Guest Post: Who Leads Your Raids?
I've been sending emails back and forth with
for a little while now, and he's expressed a desire to do a little WoW-related sociological research. Specifically, he's wondering whether there is a gender bias between raid leaders, as compared to the normal WoW-playing population.
So what do you think, readers? Take a moment to join us for a little highbrow discussion, and let's see if we can't do a little scientific inquiry!
Join us after the break!
The world of Azeroth is a complex and interesting social environment. With so many levels of communication and interaction available to us as players, trying to untangle the complex web of relationships is a difficult task. Across the servers, almost every race and religion is represented in some way, from country based guilds to ones with a particular ideology, such as science based alchemy, or a skeptical WoW guild. This poses interesting sociological questions. How exactly is the population of warcraft distributed both amongst the servers and within them, in terms of guilds and lines of communication? For instance, it's readily recognised that there are more male gamers than female playing WoW(although statistics report to a much lesser degree than commonly believed) yet there is no real data on how the hierarchies of WoW are established. It's reasonable to assume that there will be a higher proportion of say, Swedish people in Swedish guilds, and skeptics in a skeptical guild, but when stripped away from discerning recruitment criteria, do guilds really represent the systems which they govern by?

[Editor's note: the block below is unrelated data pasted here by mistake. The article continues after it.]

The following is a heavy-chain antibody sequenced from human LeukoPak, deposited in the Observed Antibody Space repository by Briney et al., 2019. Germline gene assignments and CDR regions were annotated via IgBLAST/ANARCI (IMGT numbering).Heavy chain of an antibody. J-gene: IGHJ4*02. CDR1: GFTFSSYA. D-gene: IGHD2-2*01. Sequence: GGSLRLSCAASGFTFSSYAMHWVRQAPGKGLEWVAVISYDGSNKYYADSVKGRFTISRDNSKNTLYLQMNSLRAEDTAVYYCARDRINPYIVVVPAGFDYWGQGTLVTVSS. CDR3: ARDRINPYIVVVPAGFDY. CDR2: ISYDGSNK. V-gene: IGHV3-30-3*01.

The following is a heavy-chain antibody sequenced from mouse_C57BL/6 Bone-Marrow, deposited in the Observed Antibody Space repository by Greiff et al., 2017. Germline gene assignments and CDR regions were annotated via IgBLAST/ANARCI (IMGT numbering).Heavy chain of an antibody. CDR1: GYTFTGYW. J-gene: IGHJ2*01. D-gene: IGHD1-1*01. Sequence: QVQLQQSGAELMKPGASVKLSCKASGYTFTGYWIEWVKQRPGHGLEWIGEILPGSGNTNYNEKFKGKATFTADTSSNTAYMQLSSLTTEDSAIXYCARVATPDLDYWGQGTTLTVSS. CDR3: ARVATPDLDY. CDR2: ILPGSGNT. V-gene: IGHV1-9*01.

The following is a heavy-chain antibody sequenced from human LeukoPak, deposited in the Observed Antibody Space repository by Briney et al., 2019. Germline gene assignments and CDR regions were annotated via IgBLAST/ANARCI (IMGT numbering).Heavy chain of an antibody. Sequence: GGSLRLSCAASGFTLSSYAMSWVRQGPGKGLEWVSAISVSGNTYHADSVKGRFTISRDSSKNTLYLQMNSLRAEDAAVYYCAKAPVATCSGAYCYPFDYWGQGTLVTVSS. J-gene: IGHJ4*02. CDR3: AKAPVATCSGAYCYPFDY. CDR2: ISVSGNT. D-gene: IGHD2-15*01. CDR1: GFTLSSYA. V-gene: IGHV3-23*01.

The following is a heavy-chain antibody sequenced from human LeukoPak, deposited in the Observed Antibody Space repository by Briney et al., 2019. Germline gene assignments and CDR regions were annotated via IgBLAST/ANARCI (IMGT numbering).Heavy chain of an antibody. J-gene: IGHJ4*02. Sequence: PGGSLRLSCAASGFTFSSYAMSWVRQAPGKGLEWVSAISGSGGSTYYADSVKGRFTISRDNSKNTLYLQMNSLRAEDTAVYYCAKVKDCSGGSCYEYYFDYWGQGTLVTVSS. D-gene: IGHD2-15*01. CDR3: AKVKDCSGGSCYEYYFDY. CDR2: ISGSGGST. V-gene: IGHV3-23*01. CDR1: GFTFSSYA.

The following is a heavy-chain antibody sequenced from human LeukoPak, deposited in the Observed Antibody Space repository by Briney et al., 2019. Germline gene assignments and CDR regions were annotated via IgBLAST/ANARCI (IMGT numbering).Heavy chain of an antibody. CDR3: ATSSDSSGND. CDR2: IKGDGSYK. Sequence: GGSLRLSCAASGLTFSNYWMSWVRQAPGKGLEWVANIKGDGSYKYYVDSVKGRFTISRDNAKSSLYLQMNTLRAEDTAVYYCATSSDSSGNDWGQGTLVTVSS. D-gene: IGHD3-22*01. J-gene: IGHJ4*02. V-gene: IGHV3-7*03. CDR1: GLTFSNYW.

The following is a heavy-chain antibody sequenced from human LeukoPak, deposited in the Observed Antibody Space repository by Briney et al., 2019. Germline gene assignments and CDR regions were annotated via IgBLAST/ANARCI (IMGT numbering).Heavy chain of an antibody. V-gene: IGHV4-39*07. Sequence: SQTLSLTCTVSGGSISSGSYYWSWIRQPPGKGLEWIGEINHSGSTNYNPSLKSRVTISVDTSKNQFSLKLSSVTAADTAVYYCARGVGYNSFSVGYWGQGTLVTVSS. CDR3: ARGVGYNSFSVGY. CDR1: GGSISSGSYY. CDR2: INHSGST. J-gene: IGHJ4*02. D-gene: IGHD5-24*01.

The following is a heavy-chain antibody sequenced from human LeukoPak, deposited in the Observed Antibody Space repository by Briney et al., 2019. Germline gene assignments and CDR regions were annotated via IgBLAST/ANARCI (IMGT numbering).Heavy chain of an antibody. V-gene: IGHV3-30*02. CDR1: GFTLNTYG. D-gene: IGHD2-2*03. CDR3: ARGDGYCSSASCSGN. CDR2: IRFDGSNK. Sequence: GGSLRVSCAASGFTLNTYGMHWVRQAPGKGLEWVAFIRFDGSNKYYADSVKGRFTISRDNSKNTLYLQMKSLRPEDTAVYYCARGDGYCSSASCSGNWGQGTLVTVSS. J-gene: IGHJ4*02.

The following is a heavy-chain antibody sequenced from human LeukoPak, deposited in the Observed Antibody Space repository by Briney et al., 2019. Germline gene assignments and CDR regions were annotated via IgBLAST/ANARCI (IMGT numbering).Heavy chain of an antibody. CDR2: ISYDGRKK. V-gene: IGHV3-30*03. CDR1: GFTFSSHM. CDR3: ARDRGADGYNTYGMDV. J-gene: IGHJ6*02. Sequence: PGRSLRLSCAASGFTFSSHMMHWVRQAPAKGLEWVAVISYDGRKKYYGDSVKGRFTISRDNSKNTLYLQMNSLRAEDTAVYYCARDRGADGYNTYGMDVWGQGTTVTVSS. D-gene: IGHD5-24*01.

The question that intrigues me most is how Warcraft represents and reflects the real world, especially politically. Whilst there is no central political body governing how things work, many guilds, especially raiding guilds, are established in a variety of governmental models, from democracy to a totalitarian dictatorship. These models present interesting questions. Do guilds accurately reflect the world at large? Is the percentage of men and women in the upper echelons of power similar or equal to external governments or is there a difference, some dissonant factor presenting an abnormal ratio.
Finding an answer to this is a little difficult. How do you define power structures in an environment with untold variations on a theme? Guilds come in all shapes and sizes, but they do have a common theme, most guilds raid. Most raids have a leader. That leader can come in all shapes and sizes, the guild master, an officer or just one of the members. Sometimes it's not as clear cut as that and there just isn't one particular person or the responsibility might be shared. Ultimately, however, the clearest way of looking at ratios of men and women in positions of power is to look at the ratios of men and women as raid leaders.
I don't know whether guilds accurately mirror the real world, and it would be a gargantuan task to compile the research required to find out. Considering all the potential factors makes my mind boggle...and excites that part of my brain that does embarrassing happy dances over sociology research.
To that end I ask you my fellow wowheadians,
who leads your raids?
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